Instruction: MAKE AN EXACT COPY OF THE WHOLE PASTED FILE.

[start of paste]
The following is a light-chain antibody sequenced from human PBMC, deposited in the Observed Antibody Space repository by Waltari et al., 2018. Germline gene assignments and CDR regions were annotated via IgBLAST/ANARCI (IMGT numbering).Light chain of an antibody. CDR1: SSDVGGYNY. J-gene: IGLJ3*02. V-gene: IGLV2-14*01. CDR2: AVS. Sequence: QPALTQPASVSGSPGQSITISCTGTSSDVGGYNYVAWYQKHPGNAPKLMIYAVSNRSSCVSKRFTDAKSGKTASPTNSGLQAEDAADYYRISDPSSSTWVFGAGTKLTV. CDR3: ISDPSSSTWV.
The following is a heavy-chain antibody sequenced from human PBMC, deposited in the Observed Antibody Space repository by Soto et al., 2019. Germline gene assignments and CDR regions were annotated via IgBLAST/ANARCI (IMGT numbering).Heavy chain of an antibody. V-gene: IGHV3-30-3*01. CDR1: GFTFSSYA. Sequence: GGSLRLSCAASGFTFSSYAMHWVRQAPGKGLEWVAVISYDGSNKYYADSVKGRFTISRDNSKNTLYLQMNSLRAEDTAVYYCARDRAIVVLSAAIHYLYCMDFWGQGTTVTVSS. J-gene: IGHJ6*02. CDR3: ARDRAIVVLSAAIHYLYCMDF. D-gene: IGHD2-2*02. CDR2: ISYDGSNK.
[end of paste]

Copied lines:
The following is a light-chain antibody sequenced from human PBMC, deposited in the Observed Antibody Space repository by Waltari et al., 2018. Germline gene assignments and CDR regions were annotated via IgBLAST/ANARCI (IMGT numbering).Light chain of an antibody. CDR1: SSDVGGYNY. J-gene: IGLJ3*02. V-gene: IGLV2-14*01. CDR2: AVS. Sequence: QPALTQPASVSGSPGQSITISCTGTSSDVGGYNYVAWYQKHPGNAPKLMIYAVSNRSSCVSKRFTDAKSGKTASPTNSGLQAEDAADYYRISDPSSSTWVFGAGTKLTV. CDR3: ISDPSSSTWV.
The following is a heavy-chain antibody sequenced from human PBMC, deposited in the Observed Antibody Space repository by Soto et al., 2019. Germline gene assignments and CDR regions were annotated via IgBLAST/ANARCI (IMGT numbering).Heavy chain of an antibody. V-gene: IGHV3-30-3*01. CDR1: GFTFSSYA. Sequence: GGSLRLSCAASGFTFSSYAMHWVRQAPGKGLEWVAVISYDGSNKYYADSVKGRFTISRDNSKNTLYLQMNSLRAEDTAVYYCARDRAIVVLSAAIHYLYCMDFWGQGTTVTVSS. J-gene: IGHJ6*02. CDR3: ARDRAIVVLSAAIHYLYCMDF. D-gene: IGHD2-2*02. CDR2: ISYDGSNK.